ALBERT PARSONS/FOR THE SUN
This single white heirloom rose has created a large thicket due to its suckering habit. In early summer it literally drips with bloom.
Most roses, and in particular the hardy roses that many of us grow in this area, take a bit of an August holiday and put forth little bloom for about a month.
‘Prairie Celebration’, a member of the Parkland series, has vibrant red, single blooms reminiscent of an heirloom rose.
(ALBERT PARSONS/BRANDON SUN)
The foliage of ‘Prairie Celebration’ is thick, shiny and leathery, similar to that of a hybrid tea rose. (ALBERT PARSONS/FOR THE SUN)
They burst forth with prolific bloom in early summer, which usually lasts right up until early August, and then the bloom wanes.
By very late August the plants have put forth new growth, culminating in the production of innumerable buds and a flush of fall bloom, which will last right up until the plants are cut down by heavy frost — the blooms and buds will endure the first light fall frost with no ill effect if the frosts are relatively light.
One particular rose in my rose garden is the first to put forth its September flowers and this rose is a relatively new addition to my garden.
The rose is ‘Prairie Celebration’, a 2003 introduction in the wonderful Parkland series that also includes such favourites as ‘Winnipeg Parks’ (perhaps my favourite hardy rose), and all of those great roses whose names begin with Morden, such as ‘Morden Centennial’, ‘Morden Blush’, as well as ‘Hope for Humanity’.
All of the aforementioned roses have double or semi-double blooms, which I have always preferred.
‘Prairie Celebration’, on the other hand, has single blooms — exquisite large single flowers with yellow centres. The blooms are vibrant red and the foliage is top quality, rivalling that of the tea rose.
Although single roses have not been my first choice, this rose did not disappoint me. It has consistently been the first one to re-bloom in the fall following its hiatus after putting on an astounding display of bloom all summer.
Although single roses are not the first choice for exhibiting, they do make a great addition to the garden and perform well. ‘Prairie Celebration’ seems to have a good vase life for those people who prefer to enjoy their roses indoors instead of in the garden.
I have included other single roses in my garden from time to time. One was an old heirloom variety that came from my in-laws’ garden by way of my wife’s garden club days.
This venerable old beauty is a white — more accurately called ivory — rose. It graced our Birtle garden for a couple of decades. The blossoms have yellow centres, similar to ‘Prairie Celebration’.
I have been unable to find the name of this rose. The closest I’ve come is that Lois Hole listed a rose called ‘Fruhlingsanfang’, a German rose introduced in Canada in 1950, in her book, "Rose Favourites".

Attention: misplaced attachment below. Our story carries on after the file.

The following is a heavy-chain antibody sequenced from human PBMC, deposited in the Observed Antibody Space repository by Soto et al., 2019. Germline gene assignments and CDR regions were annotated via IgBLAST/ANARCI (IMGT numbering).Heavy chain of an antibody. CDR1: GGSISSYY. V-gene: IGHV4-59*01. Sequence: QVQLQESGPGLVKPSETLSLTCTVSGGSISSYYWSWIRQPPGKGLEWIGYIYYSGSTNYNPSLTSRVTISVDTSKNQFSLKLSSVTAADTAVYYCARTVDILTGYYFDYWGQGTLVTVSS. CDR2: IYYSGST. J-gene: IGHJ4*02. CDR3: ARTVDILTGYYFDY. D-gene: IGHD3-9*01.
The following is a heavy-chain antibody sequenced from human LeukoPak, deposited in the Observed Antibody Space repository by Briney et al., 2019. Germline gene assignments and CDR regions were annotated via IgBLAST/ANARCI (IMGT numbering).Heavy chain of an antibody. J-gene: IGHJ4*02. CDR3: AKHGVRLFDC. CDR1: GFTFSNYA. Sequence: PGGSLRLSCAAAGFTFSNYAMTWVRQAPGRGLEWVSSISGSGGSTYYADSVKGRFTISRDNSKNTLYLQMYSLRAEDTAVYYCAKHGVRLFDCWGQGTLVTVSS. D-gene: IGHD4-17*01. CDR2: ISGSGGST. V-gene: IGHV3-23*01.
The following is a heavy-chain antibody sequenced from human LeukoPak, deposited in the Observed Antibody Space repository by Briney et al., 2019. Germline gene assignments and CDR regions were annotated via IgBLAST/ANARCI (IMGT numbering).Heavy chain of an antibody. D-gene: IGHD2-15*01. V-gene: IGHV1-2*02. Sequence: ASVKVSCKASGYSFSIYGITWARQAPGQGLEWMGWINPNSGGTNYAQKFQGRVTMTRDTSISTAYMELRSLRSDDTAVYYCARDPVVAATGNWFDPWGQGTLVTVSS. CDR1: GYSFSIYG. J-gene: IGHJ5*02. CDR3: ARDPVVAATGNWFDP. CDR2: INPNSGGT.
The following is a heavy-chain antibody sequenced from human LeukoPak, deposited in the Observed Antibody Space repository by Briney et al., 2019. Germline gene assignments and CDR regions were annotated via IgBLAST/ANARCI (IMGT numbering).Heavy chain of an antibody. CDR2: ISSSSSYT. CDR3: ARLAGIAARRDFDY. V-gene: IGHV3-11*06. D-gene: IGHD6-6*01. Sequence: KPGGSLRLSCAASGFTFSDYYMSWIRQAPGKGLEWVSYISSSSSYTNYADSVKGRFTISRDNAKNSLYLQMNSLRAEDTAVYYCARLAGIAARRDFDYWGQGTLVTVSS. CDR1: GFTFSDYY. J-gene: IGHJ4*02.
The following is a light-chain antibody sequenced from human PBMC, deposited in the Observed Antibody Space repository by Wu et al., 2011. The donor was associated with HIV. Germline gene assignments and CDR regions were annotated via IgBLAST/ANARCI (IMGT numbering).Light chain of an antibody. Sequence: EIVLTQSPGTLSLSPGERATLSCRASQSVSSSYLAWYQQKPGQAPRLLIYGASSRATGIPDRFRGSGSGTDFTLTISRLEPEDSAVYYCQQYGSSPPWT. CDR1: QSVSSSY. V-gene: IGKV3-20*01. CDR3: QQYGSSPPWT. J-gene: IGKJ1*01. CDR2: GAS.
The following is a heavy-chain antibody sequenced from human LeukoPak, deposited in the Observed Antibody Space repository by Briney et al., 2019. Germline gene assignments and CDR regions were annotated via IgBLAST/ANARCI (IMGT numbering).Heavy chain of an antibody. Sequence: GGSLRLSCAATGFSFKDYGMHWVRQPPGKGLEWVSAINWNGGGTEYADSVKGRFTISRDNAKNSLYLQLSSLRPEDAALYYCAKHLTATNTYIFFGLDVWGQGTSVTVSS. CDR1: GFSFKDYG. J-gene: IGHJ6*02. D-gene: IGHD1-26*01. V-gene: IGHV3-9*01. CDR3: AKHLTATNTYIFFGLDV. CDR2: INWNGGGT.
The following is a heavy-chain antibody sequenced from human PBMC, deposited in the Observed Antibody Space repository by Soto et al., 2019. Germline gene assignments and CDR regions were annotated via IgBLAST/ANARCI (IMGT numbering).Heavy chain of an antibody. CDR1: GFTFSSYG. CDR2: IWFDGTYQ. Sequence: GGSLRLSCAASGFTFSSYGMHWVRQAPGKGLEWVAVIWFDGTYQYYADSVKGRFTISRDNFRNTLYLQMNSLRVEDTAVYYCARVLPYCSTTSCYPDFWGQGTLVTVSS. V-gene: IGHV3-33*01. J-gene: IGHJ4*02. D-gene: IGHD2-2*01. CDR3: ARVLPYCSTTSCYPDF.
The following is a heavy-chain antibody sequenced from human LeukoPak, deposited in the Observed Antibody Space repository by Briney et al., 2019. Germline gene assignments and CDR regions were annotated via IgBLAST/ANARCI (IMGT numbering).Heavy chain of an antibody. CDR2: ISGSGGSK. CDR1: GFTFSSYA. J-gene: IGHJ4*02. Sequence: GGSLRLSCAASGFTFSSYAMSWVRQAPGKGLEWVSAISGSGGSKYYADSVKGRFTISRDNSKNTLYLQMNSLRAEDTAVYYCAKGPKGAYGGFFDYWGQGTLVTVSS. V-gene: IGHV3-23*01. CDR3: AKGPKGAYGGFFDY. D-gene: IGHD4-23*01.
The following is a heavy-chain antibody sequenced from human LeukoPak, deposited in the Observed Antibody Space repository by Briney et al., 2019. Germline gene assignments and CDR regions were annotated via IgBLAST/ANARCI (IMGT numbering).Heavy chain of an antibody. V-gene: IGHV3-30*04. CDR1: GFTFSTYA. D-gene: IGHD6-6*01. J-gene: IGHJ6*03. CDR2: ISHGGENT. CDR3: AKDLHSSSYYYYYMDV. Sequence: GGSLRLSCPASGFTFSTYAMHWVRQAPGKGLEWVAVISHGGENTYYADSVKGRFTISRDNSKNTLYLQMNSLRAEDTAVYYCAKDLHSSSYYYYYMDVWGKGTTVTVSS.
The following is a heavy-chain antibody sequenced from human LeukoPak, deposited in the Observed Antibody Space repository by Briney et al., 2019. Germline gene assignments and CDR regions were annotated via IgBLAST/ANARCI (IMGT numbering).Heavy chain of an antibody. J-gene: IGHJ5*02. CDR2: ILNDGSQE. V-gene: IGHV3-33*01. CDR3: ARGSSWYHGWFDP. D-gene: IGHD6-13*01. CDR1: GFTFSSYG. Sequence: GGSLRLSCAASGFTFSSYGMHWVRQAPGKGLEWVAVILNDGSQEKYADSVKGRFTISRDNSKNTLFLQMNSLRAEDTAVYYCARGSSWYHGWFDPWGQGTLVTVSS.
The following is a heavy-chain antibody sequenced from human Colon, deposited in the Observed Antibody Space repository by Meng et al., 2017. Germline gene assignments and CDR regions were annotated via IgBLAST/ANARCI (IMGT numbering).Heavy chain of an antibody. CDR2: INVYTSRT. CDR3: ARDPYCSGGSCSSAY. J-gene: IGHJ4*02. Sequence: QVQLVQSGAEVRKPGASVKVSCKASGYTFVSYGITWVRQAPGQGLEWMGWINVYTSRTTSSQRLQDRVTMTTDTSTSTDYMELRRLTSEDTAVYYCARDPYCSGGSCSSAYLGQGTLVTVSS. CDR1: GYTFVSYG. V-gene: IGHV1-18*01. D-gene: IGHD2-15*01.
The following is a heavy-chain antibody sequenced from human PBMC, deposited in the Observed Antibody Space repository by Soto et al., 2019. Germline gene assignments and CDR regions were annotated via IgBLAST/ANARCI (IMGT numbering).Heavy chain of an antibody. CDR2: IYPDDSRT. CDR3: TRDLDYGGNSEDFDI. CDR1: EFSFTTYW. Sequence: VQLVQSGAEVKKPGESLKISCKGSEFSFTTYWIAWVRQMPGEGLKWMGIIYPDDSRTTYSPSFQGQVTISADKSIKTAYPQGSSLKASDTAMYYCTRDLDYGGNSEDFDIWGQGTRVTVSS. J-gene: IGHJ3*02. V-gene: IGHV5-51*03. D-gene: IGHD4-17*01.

Whatever its name, the old heirloom rose I had bloomed only once a year, in early summer. Perhaps because it bloomed only once a year, it put on a spectacular display of single ivory white blossoms that lasted for two weeks or more and literally covered the rather tall plants.
The blooms of this rose, like those of most heirloom roses, are very fragrant. I have encountered some roses in people’s yards that I think are the same rose, but no one remembers the variety name — perhaps because it is an old heirloom variety.
Luckily, ‘Prairie Celebration’ is not a suckering rose, as some of the heirloom single roses are. The white one I mentioned certainly sends out suckers, as does ‘Theresa Bugnet’, an old heirloom rose that we have in our current garden.
While heritage roses do not have the lovely pointed buds and perfectly shaped blooms of the hybrid teas that are coveted by those who exhibit roses or search after the perfect rose, they do have a place in the landscape because of their casual charm and poignant fragrance.
The ancestry of many of the hardy roses that we have in our gardens now, including members of both the Parkland and Explorer series, can be traced back to these heirloom roses. Breeders have tried to make the blooms of many of them resemble the blooms of hybrid tea roses — that benchmark of all roses.
While I still admire tea roses and have included several hardy roses in my garden that have blooms very much like those of the tea rose, there is something refreshing about the old heirloom roses, and in particular the single ones.
‘Prairie Celebration’ reminds me of these "old-fashioned" roses and I think it adds a certain charm to my rose garden — I am glad I included it in my collection of hardy roses.
Albert Parsons is a consultant for garden design and landscaping who lives in Minnedosa.
Republished from the Brandon Sun print edition September 12, 2013